Each number quest is a bit of an adventure, a bit of a treasure hunt. Point 67  - northwest of Alphen -  appears alongside a highway, the Glizerweg (to Glize) and I'm thinking, how long will I be on this highway (though I'm safe on my little side road). Then a sign points to 68 on the left, fortunately at a break in the traffic, and I slip across the road to a rustic bench where I write this. It is also a road but a much less used one. A phosphorescent training racer just darted into it. This heads straight west flanked by stately rows of trees, then opens a bit as one side becomes a cornfield. Then, scattered houses, a pen for chickens. Soon a sign announces, "You are approaching point 68." A road-width tractor rolls toward me, I divert into the sandy track at the side and come out at a little intersection (Altenaweg & Alphenesebaan): knooppunt 68. My road (Altenaweg) jogs to the right by a nondescript pale brick house surrounded by bright green hedges. That's the way to the next point, 61.

Now, west of Chaam, the fietspad enters the Strijbeeks Heide, a kind of wilderness area with trails through the woods, purple heather on sand flats. It's very still and peaceful. I can hear a dove cooing, a bird warbling, things falling off trees. The path is just a sandy track.


I was looking at the introductory material posted in the parking lot. A middle-aged woman has been chatting on her cell phone, then directs her comments at me. I tell her I can't understand, and she tells me to forget it. "No, please, I really want to know."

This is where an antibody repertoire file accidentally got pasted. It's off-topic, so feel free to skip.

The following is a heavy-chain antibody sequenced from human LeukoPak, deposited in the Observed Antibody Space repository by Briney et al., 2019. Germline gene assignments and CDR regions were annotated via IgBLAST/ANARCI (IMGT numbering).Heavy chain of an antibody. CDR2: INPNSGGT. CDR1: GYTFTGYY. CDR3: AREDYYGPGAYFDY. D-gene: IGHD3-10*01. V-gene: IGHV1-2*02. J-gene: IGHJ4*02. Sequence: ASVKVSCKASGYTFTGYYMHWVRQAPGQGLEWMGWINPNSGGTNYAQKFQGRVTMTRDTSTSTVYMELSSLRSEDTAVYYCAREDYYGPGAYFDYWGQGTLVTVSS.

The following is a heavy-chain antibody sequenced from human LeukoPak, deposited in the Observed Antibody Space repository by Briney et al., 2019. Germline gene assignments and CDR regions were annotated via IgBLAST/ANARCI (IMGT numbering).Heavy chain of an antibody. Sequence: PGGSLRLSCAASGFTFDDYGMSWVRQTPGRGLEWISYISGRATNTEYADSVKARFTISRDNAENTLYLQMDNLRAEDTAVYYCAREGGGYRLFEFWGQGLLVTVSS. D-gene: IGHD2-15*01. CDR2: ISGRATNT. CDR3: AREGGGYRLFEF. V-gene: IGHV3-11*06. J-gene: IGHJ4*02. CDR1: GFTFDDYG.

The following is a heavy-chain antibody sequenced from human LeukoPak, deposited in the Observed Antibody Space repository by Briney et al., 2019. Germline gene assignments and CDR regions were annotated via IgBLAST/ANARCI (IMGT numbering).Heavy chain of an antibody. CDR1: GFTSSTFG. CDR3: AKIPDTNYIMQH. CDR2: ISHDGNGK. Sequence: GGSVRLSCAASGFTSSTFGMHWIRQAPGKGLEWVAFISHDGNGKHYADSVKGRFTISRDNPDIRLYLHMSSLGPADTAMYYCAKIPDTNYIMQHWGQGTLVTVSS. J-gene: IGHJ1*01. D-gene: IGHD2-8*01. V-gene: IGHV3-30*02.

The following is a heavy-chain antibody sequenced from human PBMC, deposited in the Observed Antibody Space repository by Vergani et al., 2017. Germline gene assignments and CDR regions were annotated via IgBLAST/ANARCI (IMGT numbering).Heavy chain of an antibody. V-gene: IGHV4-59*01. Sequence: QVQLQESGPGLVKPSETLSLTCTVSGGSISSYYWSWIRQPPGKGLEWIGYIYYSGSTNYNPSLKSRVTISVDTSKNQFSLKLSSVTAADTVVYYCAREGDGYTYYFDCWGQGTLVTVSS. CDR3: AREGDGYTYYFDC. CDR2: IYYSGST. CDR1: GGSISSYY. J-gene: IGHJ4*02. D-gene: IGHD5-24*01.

"Well, it's just that I lost my iPhone," the large-framed 40ish woman explained. She was out walking her dog. "And a man called my sister and said he had it ..."

"And you thought it might be me?" I asked.

"Do you have it?"

"No." I giggled. "But you thought it might be."

"Right ... Are you American?' I nodded. "An American, traveling alone by my little town?" she asked incredulously.

"Amazing, isn't it?"  Then, not knowing what else to say, I added, "I've been enjoying it."

"Well, you go on enjoying it," she concluded.

Gooseberries on the vine
Out of the woods and into the heather, the bushes alongside the trail weighed down with gooseberries. The approach to Breda (to point 36) is bathed in a sunset glow, following a bending river with overhanging vegetation. Some anglers sit on the banks, probing the soapy waters. The last section of the route was pure joy, the fietspad threading through pastures of tall grass, cows grazing, mist enveloping the scene, black spires of Breda rising up to a red sky. I was following two women, not going too fast so I could appreciate the scene.

Sunset approach to Breda

I arrive at a bridge over the canal at point 83, which I cleverly noted on my Google map of the evening's destination. When I turned up Ginnekenweg, I realized there was some kind of party going on, the Zomerfest. Last blast of the summer I suppose. Mostly blonde, tall people gathered in throngs around alcohol dispensers, beats thumping like oompah music for the smart set. (What is it about rhythmic pounding that so appeals?)




Cell phones ready: summerfest in Breda
I found it harder to continue as the crowds thickened. I somehow managed to get through one major cluster, in front of a stage where a band performed a funky "Summertime." But unable to go further I ducked into a church atrium where a small gifts market was going on. I looked for an outlet at the rear but, not finding one, I parked my Gazelle on a convenient bicycle rack, extracted my bags and went looking for Ginnekenweg 266. Further up the street, the crowds thinned and I soon found the mansion-sized structure. A pretty blonde woman of around 35 was out front chatting with a man. That was Astrid. It was 9 pm.